By THE SUNDAY NATON/AFP
Thai premier General Prayut Chan-o-cha also invited Australian Prime Minister Malcolm Turnbull to visit Thailand prior to the start of the special summit.
Thailand has also expressed support for closer economic and security cooperation between Asean and Australia, especially in areas of innovation and sustainable development in the Indo-Pacific region.
Thailand will also play an important role on this crucial matter when the country takes over the Asean chair next year, according to Deputy Government Spokesman Lt-General Weerachon Sukhondhapatipak.
He said Thailand and Australia will celebrate the 70th anniversary of their bilateral relations in 2022 when Thailand is also scheduled to be the chairman of the Asia Pacific Economic Cooperation (Apec).
Thailand has also invited Australian companies to invest in its Eastern Economic Corridor (EEC) mega-development programme covering Rayong, Chon Buri and Chachoengsao provinces.
As the last state visit by an Australian leader took place more than 20 years ago, Prayut issued an invitation for the Australian premier to visit Thailand, Weerachon said. He said Australia has also been very active in boosting its relations with Asean countries for mutual benefit in the Indo-Pacific region.
Weerachon said Australia also thanked Thailand for its support for the memorandum of understanding on regional cooperation to combat terrorism.
Meanwhile, Australia warned Asean leaders yesterday that the use of encrypted messaging apps to plan terrorist attacks is the greatest threat facing intelligence agencies in modern times, as they vowed closer cooperation to counter extremism, AFP reported. The Asean-Australia special summit in Sydney heard that use of the “dark web” was a spiralling problem and countries in the region must work together to keep on top of it.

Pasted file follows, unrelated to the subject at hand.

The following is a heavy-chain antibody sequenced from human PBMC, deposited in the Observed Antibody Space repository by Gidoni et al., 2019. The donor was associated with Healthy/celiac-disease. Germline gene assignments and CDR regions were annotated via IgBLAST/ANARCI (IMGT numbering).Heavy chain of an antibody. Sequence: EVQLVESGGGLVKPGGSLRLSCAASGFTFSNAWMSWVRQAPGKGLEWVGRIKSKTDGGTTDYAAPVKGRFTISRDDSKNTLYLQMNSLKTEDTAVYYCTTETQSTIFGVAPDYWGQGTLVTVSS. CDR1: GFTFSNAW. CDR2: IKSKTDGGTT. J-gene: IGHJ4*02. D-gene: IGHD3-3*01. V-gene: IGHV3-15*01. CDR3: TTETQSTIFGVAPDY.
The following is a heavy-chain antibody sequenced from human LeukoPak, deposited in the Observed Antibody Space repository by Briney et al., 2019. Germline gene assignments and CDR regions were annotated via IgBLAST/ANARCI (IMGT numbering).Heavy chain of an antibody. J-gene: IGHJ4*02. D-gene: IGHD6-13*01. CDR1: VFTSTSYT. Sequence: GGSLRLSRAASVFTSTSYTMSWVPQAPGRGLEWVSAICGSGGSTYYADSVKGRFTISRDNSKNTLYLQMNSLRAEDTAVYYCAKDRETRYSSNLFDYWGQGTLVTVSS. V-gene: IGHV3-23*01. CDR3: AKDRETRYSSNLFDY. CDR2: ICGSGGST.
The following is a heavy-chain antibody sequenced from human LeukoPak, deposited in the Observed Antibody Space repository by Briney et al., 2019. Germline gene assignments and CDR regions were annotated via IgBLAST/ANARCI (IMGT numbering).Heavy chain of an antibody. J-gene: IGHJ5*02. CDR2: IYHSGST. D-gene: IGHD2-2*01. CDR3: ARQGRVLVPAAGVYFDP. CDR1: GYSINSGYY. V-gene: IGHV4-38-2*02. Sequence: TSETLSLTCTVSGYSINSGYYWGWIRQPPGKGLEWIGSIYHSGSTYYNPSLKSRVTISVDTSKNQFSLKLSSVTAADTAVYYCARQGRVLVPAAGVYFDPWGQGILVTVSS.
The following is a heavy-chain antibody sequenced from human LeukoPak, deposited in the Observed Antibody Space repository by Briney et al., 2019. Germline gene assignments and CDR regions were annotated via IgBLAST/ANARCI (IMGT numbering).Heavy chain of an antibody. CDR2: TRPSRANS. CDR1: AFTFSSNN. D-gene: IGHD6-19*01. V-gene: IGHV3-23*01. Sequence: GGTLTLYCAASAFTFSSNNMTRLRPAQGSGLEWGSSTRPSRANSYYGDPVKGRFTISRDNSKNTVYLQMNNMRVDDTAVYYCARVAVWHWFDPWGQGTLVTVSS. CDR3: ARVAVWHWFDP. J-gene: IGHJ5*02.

Australia’s Home Affairs Minister Peter Dutton told the meeting “the use of encrypted messaging apps by terrorists and criminals is potentially the most significant degradation of intelligence capability in modern times”.
He said the only way to deal with the problem, and the increasing use of the Internet by groups like Islamic State to radicalise and recruit new members, was to work together. “We have to be constantly alert, constantly working with our neighbours in the region,” said Prime Minister Turnbull, pointing to the increasingly transnational nature of terrorism.
“Sharing of intelligence is critically important. As we all know, what may appear to be a not especially important, not especially consequential piece of intelligence, may be the piece that connects the jigsaw for somebody else’s investigation.
Malaysia's prime minister also warned his Southeast Asian neighbours that the Rohingya refugee crisis in Myanmar could become a serious security threat for the region.
Hundreds of thousands of the Muslim-minority Rohingya have fled Myanmar’s troubled Rakhine state after authorities launched a brutal crackdown on insurgents six months ago that the UN has called “ethnic cleansing”.
Myanmar has vehemently denied the allegations, insisting it was responding to attacks by Rohingya militants in late August.
Malaysian Prime Minister Najib Razak raised fears that so many desperate and displaced people could fall prey to extremist groups like Islamic State.
With Myanmar’s de-facto leader Aung San Suu Kyi sitting just metres away, Najib said in Sydney that it was no longer a domestic issue for Myanmar.